Why does Connie go off with Arnold Friend

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In Joyce Carol Oat's "Where Are You Going, Where Have You Been?," Arnold seems to have some kind of hypnotic control over Connie. It is not so much that he does something purposeful as if literally waving something shiny before her eyes, but the pull he has is almost palpable.

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In Joyce Carol Oat's "Where Are You Going, Where Have You Been?," Arnold seems to have some kind of hypnotic control over Connie. It is not so much that he does something purposeful as if literally waving something shiny before her eyes, but the pull he has is almost palpable.

Her first impression of him at the restaurant includes his car:

...a convertible jalopy painted gold.

When he arrives at her house, the author describes Arnold's speech:

...he spoke in a fast bright monotone.

Arnold and his friend are both wearing sunglasses, but Arnold's glasses are noteworthy:

The driver's glasses were metallic and mirrored everything in miniature.

Like a child drawn to bright and shiny things, Arnold's car, glasses and even his speech seem to create a wave that Connie is unsuspectingly swept into.

There is more to this boy than Connie could imagine, and nothing for which she is prepared. A sense of something unnatural, even supernatural, is introduced—something beyond the natural world as she knows it. 

...the tiny metallic world in his glasses slowing down like gelatin hardening...

Talking to her as he rests against his car, he makes his "sign" in the air as if over her— that of an "X."

After his hand fell back to his side the X was still in the air, almost invisible.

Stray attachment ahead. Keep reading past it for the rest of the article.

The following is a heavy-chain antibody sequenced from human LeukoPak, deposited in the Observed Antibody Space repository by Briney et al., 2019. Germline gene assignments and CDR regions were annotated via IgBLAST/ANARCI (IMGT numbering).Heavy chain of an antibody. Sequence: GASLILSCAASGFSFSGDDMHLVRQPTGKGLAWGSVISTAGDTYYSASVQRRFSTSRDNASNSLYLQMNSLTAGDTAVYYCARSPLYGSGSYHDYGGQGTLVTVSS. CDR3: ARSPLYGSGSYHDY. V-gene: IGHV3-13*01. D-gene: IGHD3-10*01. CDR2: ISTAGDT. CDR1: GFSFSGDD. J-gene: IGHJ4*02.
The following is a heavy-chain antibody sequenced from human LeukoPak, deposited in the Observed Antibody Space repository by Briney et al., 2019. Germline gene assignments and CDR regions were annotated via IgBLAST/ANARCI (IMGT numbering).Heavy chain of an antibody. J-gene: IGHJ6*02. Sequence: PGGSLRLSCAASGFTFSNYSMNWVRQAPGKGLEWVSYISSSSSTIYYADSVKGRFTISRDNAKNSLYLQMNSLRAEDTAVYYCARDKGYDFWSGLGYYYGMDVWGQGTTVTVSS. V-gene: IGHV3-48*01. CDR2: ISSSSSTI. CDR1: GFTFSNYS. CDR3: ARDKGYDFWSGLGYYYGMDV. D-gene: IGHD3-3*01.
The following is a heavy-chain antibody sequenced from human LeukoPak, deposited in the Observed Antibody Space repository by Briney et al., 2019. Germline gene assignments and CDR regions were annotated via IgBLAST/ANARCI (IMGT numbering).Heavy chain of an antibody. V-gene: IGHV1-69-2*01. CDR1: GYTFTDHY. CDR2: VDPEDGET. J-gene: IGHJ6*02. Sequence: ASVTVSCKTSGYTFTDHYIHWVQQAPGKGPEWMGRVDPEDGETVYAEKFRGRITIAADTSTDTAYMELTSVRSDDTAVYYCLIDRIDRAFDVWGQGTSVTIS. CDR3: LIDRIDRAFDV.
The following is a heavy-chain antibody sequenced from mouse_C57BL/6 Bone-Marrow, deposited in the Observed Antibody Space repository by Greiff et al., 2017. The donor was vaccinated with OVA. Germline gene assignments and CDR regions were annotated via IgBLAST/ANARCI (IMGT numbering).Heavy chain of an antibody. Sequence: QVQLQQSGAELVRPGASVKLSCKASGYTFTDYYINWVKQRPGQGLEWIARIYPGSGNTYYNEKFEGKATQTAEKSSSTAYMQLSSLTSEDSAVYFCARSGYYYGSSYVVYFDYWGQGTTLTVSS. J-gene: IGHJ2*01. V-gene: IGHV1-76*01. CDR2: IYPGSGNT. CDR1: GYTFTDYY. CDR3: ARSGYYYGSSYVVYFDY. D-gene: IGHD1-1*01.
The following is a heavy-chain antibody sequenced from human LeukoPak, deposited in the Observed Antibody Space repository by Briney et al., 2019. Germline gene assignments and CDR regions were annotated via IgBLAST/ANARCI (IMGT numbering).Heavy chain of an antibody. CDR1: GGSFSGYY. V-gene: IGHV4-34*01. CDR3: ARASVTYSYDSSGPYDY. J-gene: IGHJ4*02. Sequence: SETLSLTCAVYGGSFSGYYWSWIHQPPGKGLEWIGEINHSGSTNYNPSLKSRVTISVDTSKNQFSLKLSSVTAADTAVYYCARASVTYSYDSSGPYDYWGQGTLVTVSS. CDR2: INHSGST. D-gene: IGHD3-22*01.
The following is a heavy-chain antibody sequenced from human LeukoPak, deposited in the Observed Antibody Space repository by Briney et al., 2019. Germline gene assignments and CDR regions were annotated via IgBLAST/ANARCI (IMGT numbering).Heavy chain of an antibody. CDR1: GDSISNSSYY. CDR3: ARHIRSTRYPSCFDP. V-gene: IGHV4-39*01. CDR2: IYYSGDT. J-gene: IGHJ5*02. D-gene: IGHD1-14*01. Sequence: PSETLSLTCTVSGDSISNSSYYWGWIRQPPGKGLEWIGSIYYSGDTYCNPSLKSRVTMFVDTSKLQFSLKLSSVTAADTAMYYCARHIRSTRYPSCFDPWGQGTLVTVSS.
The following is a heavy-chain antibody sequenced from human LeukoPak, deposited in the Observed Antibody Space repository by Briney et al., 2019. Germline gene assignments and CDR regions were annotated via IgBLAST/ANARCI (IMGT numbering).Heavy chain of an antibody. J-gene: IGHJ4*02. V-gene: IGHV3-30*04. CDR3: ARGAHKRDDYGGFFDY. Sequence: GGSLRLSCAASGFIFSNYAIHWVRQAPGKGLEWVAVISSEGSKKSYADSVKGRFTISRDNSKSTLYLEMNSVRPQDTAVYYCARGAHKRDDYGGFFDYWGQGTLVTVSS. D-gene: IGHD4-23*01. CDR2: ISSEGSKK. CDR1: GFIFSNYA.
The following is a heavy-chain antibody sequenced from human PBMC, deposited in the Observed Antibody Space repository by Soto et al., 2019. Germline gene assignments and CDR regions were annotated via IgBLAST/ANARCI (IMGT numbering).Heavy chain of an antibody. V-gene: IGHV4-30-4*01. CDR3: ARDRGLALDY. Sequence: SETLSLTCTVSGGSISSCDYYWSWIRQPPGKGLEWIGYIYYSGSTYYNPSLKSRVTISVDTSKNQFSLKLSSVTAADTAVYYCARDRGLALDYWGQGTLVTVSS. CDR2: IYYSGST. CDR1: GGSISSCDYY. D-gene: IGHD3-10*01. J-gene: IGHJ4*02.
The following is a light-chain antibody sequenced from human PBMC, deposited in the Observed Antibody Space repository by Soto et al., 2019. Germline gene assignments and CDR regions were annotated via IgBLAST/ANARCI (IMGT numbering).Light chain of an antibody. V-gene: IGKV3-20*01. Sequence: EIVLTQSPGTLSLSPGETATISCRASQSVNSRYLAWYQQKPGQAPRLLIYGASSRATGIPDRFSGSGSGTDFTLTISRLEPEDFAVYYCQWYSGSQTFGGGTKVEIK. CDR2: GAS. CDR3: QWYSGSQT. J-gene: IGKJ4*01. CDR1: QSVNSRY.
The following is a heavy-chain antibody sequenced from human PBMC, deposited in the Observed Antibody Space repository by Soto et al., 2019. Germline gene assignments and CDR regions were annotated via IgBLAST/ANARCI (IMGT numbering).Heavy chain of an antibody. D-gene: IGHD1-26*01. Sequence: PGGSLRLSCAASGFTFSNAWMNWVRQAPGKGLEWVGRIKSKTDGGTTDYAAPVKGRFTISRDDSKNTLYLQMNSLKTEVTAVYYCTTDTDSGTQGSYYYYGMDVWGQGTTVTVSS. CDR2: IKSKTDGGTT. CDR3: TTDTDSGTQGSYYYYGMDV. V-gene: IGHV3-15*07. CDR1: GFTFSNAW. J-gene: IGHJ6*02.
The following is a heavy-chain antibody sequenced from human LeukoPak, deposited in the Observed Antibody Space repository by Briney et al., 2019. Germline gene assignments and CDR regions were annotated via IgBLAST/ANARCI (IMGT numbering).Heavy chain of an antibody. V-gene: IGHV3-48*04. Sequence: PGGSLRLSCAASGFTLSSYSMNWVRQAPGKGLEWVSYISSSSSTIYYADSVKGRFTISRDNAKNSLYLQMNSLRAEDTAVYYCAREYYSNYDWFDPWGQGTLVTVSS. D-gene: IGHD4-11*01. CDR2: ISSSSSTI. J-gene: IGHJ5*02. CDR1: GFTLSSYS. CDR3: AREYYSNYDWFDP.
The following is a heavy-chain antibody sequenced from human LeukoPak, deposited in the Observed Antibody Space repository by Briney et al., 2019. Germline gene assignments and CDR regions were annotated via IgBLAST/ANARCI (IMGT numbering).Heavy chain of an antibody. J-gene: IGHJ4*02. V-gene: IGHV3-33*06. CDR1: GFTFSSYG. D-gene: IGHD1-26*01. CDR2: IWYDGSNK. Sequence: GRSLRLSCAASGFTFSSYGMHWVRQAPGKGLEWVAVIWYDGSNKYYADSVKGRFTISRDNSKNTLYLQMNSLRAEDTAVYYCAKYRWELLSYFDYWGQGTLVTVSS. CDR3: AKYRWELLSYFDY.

Soon, a physical threat slowly comes to light. Arnold has already informed her that he knows where her family is and that she is home alone. Then he begins to lose the gloss, the shine:

"Maybe you better step out here," he said, and this last was in a different voice. It was a little flatter...

The more Connie looks at and listens to Arnold, the more upset she gets: dizzy and fearful. He seems to have appeared out of nowhere before coming up the drive; her vision blurs. His voice is lilting, almost like a chant.

When Connie refuses to come out and threatens to call the police, Arnold becomes more menacing. Eventually he says:

...if you don't come out we're gonna wait till your people come home and then they're all going to get it.

His message is clear.

When Arnold first arrives, Connie toys with the idea of being flattered or annoyed. For her, inexperienced as she is, it is a game. However, one can assume that as soon as Arnold first saw her at the drive-in restaurant her fate was sealed. The reader learns that he has been watching her since that night. By the time he arrives at her home, it's only a matter of time before she will leave with him. Like the spell a snake put its prey under, Arnold weaves his own spell. She realizes there is no escape for her. Her fear turns into emptiness and she listens as he gives her instructions. As she opens the door, it's almost as if she has an out-of-body experience (like someone who has died), watching herself move out into the sunlight and into Arnold's expectant and dreadful presence. 

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